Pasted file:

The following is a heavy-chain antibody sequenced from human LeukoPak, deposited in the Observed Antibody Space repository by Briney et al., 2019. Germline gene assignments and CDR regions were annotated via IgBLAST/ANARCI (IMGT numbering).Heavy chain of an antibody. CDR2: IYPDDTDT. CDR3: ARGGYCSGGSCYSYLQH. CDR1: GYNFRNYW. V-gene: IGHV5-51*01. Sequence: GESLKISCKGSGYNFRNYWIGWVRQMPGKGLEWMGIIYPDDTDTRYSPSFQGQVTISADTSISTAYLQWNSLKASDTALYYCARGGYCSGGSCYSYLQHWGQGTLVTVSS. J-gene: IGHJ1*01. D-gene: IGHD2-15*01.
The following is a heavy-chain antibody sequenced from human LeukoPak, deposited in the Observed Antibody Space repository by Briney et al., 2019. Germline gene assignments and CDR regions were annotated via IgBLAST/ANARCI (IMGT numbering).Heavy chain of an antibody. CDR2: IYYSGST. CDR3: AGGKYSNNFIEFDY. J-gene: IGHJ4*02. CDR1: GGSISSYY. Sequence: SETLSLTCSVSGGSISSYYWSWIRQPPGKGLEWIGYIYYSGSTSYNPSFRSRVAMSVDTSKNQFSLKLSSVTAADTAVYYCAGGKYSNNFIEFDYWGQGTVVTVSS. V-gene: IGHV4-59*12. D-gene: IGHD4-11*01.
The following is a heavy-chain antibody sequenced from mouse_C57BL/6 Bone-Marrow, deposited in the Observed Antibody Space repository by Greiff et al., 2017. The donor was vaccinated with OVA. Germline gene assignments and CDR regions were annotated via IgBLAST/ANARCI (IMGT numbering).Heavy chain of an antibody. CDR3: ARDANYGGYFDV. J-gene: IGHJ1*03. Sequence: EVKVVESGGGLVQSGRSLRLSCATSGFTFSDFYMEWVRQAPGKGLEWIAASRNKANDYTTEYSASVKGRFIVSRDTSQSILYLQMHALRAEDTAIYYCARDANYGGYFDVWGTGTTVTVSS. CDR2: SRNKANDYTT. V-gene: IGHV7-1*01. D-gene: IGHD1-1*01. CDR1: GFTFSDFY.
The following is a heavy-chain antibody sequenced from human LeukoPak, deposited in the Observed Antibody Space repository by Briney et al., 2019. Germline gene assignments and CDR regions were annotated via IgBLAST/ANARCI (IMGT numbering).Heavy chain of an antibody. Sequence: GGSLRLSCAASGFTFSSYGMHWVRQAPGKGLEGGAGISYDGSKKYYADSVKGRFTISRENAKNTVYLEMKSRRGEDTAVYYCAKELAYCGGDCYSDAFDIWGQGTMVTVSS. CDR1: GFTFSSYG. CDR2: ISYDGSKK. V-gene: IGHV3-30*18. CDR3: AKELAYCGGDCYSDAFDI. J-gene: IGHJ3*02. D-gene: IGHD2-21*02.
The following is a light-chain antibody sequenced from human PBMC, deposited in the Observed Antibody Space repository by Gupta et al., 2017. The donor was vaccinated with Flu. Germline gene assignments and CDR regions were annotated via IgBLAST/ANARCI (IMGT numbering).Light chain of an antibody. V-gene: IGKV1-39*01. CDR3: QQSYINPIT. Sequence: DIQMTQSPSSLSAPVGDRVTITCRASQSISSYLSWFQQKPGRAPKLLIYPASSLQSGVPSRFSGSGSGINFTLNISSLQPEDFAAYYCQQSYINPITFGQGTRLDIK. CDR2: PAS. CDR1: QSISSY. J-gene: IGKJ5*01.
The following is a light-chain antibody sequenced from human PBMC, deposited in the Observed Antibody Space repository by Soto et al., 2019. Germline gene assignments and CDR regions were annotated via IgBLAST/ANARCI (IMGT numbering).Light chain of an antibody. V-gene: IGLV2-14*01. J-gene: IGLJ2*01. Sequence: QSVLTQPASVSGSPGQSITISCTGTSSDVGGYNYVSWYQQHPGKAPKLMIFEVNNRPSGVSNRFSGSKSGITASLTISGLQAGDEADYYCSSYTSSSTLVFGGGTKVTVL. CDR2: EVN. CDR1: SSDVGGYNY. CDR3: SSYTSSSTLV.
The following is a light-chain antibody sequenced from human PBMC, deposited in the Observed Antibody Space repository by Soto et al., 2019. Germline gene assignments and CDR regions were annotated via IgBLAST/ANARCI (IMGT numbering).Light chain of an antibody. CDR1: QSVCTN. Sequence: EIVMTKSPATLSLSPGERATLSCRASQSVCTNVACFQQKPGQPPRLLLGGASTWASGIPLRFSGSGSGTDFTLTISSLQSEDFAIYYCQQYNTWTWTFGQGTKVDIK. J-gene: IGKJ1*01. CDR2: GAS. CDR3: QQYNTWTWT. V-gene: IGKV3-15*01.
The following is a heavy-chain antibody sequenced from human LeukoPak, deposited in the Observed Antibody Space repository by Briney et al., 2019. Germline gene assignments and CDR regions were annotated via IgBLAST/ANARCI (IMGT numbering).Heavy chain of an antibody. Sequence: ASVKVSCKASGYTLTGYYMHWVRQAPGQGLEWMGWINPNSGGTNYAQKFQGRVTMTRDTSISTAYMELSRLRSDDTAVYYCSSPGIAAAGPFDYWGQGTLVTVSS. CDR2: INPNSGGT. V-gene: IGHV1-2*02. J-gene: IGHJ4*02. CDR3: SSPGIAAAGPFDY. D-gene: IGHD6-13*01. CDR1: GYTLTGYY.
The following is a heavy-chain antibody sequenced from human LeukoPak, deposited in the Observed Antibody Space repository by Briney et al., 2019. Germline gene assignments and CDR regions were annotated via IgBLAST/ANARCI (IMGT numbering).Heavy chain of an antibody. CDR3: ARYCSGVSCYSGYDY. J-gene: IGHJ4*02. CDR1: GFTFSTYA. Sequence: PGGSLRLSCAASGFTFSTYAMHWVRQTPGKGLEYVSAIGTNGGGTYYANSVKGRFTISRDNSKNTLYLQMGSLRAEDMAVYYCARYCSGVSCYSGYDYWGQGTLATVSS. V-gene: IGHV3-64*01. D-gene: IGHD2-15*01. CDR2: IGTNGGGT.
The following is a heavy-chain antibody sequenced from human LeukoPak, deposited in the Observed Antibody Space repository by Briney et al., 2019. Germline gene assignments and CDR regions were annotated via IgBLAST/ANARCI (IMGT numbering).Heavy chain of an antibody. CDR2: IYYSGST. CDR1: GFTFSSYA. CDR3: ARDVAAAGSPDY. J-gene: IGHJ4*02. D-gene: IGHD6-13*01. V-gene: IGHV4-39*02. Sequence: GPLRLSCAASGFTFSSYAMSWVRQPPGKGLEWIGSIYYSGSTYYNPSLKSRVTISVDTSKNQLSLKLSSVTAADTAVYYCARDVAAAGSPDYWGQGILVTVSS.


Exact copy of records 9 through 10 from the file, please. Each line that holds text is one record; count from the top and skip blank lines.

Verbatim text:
The following is a heavy-chain antibody sequenced from human LeukoPak, deposited in the Observed Antibody Space repository by Briney et al., 2019. Germline gene assignments and CDR regions were annotated via IgBLAST/ANARCI (IMGT numbering).Heavy chain of an antibody. CDR3: ARYCSGVSCYSGYDY. J-gene: IGHJ4*02. CDR1: GFTFSTYA. Sequence: PGGSLRLSCAASGFTFSTYAMHWVRQTPGKGLEYVSAIGTNGGGTYYANSVKGRFTISRDNSKNTLYLQMGSLRAEDMAVYYCARYCSGVSCYSGYDYWGQGTLATVSS. V-gene: IGHV3-64*01. D-gene: IGHD2-15*01. CDR2: IGTNGGGT.
The following is a heavy-chain antibody sequenced from human LeukoPak, deposited in the Observed Antibody Space repository by Briney et al., 2019. Germline gene assignments and CDR regions were annotated via IgBLAST/ANARCI (IMGT numbering).Heavy chain of an antibody. CDR2: IYYSGST. CDR1: GFTFSSYA. CDR3: ARDVAAAGSPDY. J-gene: IGHJ4*02. D-gene: IGHD6-13*01. V-gene: IGHV4-39*02. Sequence: GPLRLSCAASGFTFSSYAMSWVRQPPGKGLEWIGSIYYSGSTYYNPSLKSRVTISVDTSKNQLSLKLSSVTAADTAVYYCARDVAAAGSPDYWGQGILVTVSS.